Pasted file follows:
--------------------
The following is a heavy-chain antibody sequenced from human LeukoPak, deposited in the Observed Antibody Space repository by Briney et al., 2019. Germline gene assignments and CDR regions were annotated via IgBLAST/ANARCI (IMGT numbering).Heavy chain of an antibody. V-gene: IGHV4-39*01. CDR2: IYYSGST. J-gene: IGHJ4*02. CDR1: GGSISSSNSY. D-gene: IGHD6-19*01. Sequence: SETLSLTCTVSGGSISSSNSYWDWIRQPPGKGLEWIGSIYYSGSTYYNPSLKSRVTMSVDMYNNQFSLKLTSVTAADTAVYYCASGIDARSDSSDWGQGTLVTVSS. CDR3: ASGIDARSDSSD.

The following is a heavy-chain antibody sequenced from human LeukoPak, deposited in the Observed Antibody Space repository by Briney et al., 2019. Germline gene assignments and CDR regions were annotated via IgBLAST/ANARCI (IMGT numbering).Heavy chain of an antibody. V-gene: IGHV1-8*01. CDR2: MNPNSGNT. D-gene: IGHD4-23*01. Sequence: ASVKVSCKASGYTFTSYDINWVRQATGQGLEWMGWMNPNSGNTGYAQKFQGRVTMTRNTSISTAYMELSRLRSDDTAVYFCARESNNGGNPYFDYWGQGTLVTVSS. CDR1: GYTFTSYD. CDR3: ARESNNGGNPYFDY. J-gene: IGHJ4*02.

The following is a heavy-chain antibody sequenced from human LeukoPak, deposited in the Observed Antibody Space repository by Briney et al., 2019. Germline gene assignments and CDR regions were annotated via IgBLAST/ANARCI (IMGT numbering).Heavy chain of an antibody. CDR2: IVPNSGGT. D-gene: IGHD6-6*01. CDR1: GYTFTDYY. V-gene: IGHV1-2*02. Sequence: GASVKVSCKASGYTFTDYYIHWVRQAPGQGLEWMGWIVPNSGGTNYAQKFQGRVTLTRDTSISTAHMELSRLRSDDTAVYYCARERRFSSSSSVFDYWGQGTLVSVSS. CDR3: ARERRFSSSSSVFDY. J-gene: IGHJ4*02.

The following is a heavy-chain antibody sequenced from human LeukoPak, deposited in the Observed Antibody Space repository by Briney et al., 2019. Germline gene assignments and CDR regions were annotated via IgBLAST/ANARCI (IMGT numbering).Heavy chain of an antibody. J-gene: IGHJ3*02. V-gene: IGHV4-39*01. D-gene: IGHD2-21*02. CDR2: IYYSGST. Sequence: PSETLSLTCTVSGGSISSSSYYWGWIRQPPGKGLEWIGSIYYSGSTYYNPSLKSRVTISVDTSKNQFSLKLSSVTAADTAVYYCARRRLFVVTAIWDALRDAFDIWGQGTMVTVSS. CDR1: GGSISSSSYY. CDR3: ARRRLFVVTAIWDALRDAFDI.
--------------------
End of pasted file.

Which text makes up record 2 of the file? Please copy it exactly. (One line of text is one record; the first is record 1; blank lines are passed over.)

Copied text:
The following is a heavy-chain antibody sequenced from human LeukoPak, deposited in the Observed Antibody Space repository by Briney et al., 2019. Germline gene assignments and CDR regions were annotated via IgBLAST/ANARCI (IMGT numbering).Heavy chain of an antibody. V-gene: IGHV1-8*01. CDR2: MNPNSGNT. D-gene: IGHD4-23*01. Sequence: ASVKVSCKASGYTFTSYDINWVRQATGQGLEWMGWMNPNSGNTGYAQKFQGRVTMTRNTSISTAYMELSRLRSDDTAVYFCARESNNGGNPYFDYWGQGTLVTVSS. CDR1: GYTFTSYD. CDR3: ARESNNGGNPYFDY. J-gene: IGHJ4*02.